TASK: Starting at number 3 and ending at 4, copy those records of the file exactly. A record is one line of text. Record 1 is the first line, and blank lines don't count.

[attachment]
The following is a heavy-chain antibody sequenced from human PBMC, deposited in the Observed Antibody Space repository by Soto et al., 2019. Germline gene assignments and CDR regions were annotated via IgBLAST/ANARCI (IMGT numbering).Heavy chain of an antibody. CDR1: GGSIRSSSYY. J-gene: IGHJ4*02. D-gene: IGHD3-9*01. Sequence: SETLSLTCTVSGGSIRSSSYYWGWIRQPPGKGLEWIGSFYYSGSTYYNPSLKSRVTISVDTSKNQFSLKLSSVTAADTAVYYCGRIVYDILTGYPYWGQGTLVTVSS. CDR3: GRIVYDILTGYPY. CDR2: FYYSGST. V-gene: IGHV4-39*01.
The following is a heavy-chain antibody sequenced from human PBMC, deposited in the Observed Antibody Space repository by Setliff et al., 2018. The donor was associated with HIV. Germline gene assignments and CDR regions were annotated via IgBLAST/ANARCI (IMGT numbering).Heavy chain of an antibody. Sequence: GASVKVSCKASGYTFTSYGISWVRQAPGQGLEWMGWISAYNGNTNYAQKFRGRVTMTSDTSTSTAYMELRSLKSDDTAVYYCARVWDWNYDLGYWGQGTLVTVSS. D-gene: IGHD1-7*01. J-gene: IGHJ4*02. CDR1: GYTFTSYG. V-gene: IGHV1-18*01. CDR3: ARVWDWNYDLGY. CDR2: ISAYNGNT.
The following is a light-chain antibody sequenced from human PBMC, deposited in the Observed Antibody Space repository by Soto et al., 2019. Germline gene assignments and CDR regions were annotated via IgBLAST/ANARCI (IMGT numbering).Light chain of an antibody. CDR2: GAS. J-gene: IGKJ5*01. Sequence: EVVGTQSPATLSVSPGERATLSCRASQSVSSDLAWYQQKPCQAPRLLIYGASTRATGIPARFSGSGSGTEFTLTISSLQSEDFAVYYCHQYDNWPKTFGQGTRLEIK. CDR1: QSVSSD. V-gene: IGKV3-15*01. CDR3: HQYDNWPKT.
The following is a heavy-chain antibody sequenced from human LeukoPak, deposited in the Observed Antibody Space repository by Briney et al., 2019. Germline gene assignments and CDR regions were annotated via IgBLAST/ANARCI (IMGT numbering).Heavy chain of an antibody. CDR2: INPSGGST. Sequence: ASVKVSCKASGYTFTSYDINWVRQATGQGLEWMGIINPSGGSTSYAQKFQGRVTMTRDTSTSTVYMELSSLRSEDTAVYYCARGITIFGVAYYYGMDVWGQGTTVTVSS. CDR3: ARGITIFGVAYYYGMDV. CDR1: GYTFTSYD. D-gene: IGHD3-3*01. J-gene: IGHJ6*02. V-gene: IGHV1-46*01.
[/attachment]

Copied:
The following is a light-chain antibody sequenced from human PBMC, deposited in the Observed Antibody Space repository by Soto et al., 2019. Germline gene assignments and CDR regions were annotated via IgBLAST/ANARCI (IMGT numbering).Light chain of an antibody. CDR2: GAS. J-gene: IGKJ5*01. Sequence: EVVGTQSPATLSVSPGERATLSCRASQSVSSDLAWYQQKPCQAPRLLIYGASTRATGIPARFSGSGSGTEFTLTISSLQSEDFAVYYCHQYDNWPKTFGQGTRLEIK. CDR1: QSVSSD. V-gene: IGKV3-15*01. CDR3: HQYDNWPKT.
The following is a heavy-chain antibody sequenced from human LeukoPak, deposited in the Observed Antibody Space repository by Briney et al., 2019. Germline gene assignments and CDR regions were annotated via IgBLAST/ANARCI (IMGT numbering).Heavy chain of an antibody. CDR2: INPSGGST. Sequence: ASVKVSCKASGYTFTSYDINWVRQATGQGLEWMGIINPSGGSTSYAQKFQGRVTMTRDTSTSTVYMELSSLRSEDTAVYYCARGITIFGVAYYYGMDVWGQGTTVTVSS. CDR3: ARGITIFGVAYYYGMDV. CDR1: GYTFTSYD. D-gene: IGHD3-3*01. J-gene: IGHJ6*02. V-gene: IGHV1-46*01.